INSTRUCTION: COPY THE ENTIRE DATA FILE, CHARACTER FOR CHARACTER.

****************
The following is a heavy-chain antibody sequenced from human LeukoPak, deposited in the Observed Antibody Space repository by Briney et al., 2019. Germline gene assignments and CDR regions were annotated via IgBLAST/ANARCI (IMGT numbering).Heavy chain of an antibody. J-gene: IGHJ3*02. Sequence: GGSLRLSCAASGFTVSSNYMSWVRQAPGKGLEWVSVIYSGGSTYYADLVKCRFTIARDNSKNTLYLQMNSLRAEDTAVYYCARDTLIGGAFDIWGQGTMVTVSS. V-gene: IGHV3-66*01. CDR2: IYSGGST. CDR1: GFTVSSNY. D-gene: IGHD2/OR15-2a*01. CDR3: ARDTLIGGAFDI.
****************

The following is a heavy-chain antibody sequenced from human LeukoPak, deposited in the Observed Antibody Space repository by Briney et al., 2019. Germline gene assignments and CDR regions were annotated via IgBLAST/ANARCI (IMGT numbering).Heavy chain of an antibody. J-gene: IGHJ3*02. Sequence: GGSLRLSCAASGFTVSSNYMSWVRQAPGKGLEWVSVIYSGGSTYYADLVKCRFTIARDNSKNTLYLQMNSLRAEDTAVYYCARDTLIGGAFDIWGQGTMVTVSS. V-gene: IGHV3-66*01. CDR2: IYSGGST. CDR1: GFTVSSNY. D-gene: IGHD2/OR15-2a*01. CDR3: ARDTLIGGAFDI.